It resembles the first in this, that it is for the benefit and salvation of the human race. The star has led the Magi to Christ; they had long waited for His coming, they had hoped for it; now they believe. Faith in the Messias having come into the world is beginning to take root among the Gentiles. But Faith is not sufficient for salvation; the stain of sin must be washed away by water. He that believeth and is baptized shall be saved (Mark 16: 16). The time is come, then, for a new manifestation of the Son of God, whereby there shall be inaugurated the great remedy, which is to give to Faith the power of producing life eternal.

Now the decrees of Divine Wisdom had chosen water as the instrument of this sublime regeneration of the human race. Hence, in the beginning of the world, we find the Spirit of God moving over the waters (Gen. 1: 2), in order that they might “even then conceive a principle of sanctifying power,” as the Church expresses it in Her Blessing of the Baptismal Font during the Easter Vigil. But before being called to fulfill the designs of God's mercy, this element of water had to be used by the Divine Justice for the chastisement of a sinful world. With the exception of one family, the whole human race perished, by the terrible judgment of God, in the waters of the deluge.

A fresh indication of the future supernatural power of this chosen element was given by the Dove, which Noe sent forth from the Ark; it returned to him, bearing in its beak an olive branch; the symbol that peace was given to the earth by its having been buried in water. But this was only the announcement of the mystery; its accomplishment was not to be for long ages to come.

Meanwhile, God spoke to His people by many events, which were figurative of the future Mystery of Baptism. Thus, for example, it was by passing through the waters of the Red Sea that they entered into the Promised Land, and during the miraculous passage, a pillar of a cloud was seen covering both the Israelites and the waters to which they owed their deliverance.

But in order that water should have the power to purify man from his sins, it was necessary that it should be brought into contact with the Sacred Body of the Incarnate God. The Eternal Father had sent His Son into the world, not only that He might be its Lawgiver, Redeemer, and the Victim of its salvation, but that He might also be the Sanctifier of Water; and it was in this sacred element that He would divinely bear testimony to His being His Son, and manifest Him to the world a second time.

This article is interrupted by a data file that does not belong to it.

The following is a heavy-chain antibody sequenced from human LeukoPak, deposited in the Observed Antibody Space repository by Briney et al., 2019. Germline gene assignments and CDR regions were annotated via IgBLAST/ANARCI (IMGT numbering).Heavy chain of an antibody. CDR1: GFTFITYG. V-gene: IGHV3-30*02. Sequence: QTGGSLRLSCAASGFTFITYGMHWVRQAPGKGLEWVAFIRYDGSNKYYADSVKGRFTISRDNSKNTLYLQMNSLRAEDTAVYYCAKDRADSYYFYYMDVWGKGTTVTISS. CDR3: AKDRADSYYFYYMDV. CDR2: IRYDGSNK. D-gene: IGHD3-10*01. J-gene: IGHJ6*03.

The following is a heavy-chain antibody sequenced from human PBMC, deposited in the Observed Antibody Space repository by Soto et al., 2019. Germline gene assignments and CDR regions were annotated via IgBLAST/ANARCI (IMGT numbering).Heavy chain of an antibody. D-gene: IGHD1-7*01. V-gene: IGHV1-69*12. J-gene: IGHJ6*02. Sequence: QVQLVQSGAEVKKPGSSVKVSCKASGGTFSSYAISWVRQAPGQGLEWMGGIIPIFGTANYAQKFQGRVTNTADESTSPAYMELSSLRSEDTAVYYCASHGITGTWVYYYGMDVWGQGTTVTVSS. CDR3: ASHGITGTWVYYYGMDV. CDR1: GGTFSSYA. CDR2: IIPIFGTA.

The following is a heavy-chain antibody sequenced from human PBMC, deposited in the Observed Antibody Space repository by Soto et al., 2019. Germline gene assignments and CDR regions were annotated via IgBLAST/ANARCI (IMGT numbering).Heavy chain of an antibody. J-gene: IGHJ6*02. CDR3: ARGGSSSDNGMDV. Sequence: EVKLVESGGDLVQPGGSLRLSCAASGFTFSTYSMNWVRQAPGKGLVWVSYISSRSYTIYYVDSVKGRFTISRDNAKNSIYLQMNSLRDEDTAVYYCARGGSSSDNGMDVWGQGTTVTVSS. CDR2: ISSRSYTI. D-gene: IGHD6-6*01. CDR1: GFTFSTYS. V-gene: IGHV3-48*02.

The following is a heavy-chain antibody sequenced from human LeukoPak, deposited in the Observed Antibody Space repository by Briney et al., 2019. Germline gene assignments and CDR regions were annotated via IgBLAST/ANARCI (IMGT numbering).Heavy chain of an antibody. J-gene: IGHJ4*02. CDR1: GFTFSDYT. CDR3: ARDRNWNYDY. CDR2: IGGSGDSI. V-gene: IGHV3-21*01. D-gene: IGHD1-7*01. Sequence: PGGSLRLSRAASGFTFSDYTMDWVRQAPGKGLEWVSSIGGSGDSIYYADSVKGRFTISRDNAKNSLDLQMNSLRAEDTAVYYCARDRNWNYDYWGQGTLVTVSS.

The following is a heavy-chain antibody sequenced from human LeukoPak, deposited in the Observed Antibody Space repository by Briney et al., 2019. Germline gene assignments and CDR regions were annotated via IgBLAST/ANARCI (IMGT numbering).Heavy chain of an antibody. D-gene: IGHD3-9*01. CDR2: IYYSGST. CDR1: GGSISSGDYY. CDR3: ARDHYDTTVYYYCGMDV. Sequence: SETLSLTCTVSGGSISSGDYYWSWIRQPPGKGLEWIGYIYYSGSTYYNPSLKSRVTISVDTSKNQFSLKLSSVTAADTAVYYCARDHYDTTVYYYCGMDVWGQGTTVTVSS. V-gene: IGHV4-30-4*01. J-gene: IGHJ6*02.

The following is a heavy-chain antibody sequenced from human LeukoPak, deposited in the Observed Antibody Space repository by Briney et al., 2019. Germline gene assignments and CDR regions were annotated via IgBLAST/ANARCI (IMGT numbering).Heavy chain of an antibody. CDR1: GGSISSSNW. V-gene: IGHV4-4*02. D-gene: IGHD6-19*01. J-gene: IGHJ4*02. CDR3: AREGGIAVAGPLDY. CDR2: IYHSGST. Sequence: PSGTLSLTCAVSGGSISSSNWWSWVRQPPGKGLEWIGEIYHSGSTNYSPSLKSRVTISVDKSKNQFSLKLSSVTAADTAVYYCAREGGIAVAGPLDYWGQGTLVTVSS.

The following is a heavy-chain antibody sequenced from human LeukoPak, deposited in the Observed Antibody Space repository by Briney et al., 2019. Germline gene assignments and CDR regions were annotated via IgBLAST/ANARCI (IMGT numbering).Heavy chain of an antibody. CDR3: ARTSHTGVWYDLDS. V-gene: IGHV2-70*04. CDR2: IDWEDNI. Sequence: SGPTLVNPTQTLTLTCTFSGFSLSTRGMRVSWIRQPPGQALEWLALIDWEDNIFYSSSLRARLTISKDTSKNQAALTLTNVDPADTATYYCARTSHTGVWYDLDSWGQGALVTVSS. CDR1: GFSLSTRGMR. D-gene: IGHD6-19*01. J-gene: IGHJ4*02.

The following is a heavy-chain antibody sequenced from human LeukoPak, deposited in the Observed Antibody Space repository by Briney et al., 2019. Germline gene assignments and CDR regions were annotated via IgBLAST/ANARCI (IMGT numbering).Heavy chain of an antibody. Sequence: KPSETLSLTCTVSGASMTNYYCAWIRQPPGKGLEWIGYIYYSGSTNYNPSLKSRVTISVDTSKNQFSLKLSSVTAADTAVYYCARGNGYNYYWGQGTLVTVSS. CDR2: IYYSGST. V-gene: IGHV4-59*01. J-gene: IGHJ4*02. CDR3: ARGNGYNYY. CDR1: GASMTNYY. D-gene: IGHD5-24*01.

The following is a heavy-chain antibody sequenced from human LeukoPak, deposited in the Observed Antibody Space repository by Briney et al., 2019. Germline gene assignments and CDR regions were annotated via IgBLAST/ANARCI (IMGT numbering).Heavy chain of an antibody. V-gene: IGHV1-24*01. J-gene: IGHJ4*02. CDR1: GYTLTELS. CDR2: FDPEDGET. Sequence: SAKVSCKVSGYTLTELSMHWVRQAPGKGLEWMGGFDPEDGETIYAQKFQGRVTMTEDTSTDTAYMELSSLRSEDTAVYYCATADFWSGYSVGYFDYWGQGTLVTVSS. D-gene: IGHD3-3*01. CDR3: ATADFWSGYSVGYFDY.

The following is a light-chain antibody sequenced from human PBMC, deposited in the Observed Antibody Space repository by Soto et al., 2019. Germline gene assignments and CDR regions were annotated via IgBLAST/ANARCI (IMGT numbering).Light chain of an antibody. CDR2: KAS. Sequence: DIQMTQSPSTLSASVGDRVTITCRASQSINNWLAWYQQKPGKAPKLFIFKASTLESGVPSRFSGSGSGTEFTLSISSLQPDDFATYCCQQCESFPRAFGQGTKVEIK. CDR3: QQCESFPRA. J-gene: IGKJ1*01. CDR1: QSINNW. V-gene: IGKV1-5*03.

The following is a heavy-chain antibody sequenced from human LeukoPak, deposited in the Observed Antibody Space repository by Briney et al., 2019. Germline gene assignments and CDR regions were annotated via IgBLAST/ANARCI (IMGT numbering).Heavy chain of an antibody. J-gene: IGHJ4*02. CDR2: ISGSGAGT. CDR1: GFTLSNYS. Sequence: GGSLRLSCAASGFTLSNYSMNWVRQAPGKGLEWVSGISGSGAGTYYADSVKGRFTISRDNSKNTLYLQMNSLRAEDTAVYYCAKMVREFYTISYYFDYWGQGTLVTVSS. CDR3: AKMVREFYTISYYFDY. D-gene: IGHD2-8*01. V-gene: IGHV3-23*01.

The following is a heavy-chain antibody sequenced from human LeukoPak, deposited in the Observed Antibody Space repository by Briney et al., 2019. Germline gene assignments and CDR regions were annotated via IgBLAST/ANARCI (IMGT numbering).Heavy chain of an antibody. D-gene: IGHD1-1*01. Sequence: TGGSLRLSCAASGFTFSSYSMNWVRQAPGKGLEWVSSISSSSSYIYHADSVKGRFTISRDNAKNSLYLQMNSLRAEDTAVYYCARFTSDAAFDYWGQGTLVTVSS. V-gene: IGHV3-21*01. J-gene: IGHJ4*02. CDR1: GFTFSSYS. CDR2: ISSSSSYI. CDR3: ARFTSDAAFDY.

Jesus, therefore, being now thirty years of age, comes to the Jordan, a river already celebrated for the prophetic miracles which had been wrought in its waters. The Jewish people, roused by the preaching of John the Baptist, were flocking thither in order to receive a baptism which could indeed excite a sorrow for sin, but could not effect its forgiveness. Our Divine King approaches the river, not, of course, to receive sanctification, for He Himself is the Author of all Justice—but to impart to Water the power of bringing forth, as the Church expresses the mystery, a new and heavenly progeny. He goes down into the stream, not, like Josue, to walk dry-shod through its bed, but to let its waters encompass Him, and receive from Him, both for itself and for the Waters of the whole earth, the sanctifying power which they would retain forever. The saintly Baptist places his trembling hand upon the Sacred Head of the Redeemer, and bends it beneath the water; the Sun of Justice vivifies this His creature; He imparts to it the glow of life-giving fruitfulness; and Water thus becomes the prolific source of supernatural life.

But in this commencement of a new creation, we look for the intervention of the Three Persons of the Blessed Trinity. All Three are here. The heavens open; the Dove descends, not as a mere symbol, prophetic of some future grace, but as the sign of the actual presence of the Holy Ghost, the Spirit of life, Who gives peace to men and changes their hearts. The Dove hovers above the head of Jesus, overshadowing at one and the same time the Humanity of the Incarnate Word and the water which bathed His sacred Body.